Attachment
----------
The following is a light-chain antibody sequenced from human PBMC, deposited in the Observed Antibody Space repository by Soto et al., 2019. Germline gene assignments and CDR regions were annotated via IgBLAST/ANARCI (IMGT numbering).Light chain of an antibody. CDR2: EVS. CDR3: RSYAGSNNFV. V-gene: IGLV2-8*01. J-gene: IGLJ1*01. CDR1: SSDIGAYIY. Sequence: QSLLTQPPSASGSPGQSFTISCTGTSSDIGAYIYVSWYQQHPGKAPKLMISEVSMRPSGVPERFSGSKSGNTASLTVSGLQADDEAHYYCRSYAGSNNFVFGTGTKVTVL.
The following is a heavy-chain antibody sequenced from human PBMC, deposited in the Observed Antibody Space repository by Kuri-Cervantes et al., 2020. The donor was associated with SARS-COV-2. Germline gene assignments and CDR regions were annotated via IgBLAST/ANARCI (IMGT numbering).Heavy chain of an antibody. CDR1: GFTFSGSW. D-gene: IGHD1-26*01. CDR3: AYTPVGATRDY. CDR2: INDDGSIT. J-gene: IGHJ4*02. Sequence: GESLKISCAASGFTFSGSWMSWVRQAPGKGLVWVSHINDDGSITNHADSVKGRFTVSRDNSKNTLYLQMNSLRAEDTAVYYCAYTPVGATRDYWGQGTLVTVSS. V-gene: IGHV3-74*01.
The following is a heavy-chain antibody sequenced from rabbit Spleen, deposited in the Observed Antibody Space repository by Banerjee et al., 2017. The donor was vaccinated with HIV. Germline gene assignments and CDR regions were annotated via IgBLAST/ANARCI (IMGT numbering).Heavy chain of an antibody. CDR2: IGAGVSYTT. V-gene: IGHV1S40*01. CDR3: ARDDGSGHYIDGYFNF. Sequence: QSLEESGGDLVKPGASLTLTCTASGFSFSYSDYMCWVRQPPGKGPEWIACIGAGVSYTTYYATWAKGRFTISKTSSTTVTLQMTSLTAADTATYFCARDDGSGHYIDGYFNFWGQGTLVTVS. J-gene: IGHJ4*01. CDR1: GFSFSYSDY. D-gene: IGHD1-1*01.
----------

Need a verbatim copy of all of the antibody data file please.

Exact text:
The following is a light-chain antibody sequenced from human PBMC, deposited in the Observed Antibody Space repository by Soto et al., 2019. Germline gene assignments and CDR regions were annotated via IgBLAST/ANARCI (IMGT numbering).Light chain of an antibody. CDR2: EVS. CDR3: RSYAGSNNFV. V-gene: IGLV2-8*01. J-gene: IGLJ1*01. CDR1: SSDIGAYIY. Sequence: QSLLTQPPSASGSPGQSFTISCTGTSSDIGAYIYVSWYQQHPGKAPKLMISEVSMRPSGVPERFSGSKSGNTASLTVSGLQADDEAHYYCRSYAGSNNFVFGTGTKVTVL.
The following is a heavy-chain antibody sequenced from human PBMC, deposited in the Observed Antibody Space repository by Kuri-Cervantes et al., 2020. The donor was associated with SARS-COV-2. Germline gene assignments and CDR regions were annotated via IgBLAST/ANARCI (IMGT numbering).Heavy chain of an antibody. CDR1: GFTFSGSW. D-gene: IGHD1-26*01. CDR3: AYTPVGATRDY. CDR2: INDDGSIT. J-gene: IGHJ4*02. Sequence: GESLKISCAASGFTFSGSWMSWVRQAPGKGLVWVSHINDDGSITNHADSVKGRFTVSRDNSKNTLYLQMNSLRAEDTAVYYCAYTPVGATRDYWGQGTLVTVSS. V-gene: IGHV3-74*01.
The following is a heavy-chain antibody sequenced from rabbit Spleen, deposited in the Observed Antibody Space repository by Banerjee et al., 2017. The donor was vaccinated with HIV. Germline gene assignments and CDR regions were annotated via IgBLAST/ANARCI (IMGT numbering).Heavy chain of an antibody. CDR2: IGAGVSYTT. V-gene: IGHV1S40*01. CDR3: ARDDGSGHYIDGYFNF. Sequence: QSLEESGGDLVKPGASLTLTCTASGFSFSYSDYMCWVRQPPGKGPEWIACIGAGVSYTTYYATWAKGRFTISKTSSTTVTLQMTSLTAADTATYFCARDDGSGHYIDGYFNFWGQGTLVTVS. J-gene: IGHJ4*01. CDR1: GFSFSYSDY. D-gene: IGHD1-1*01.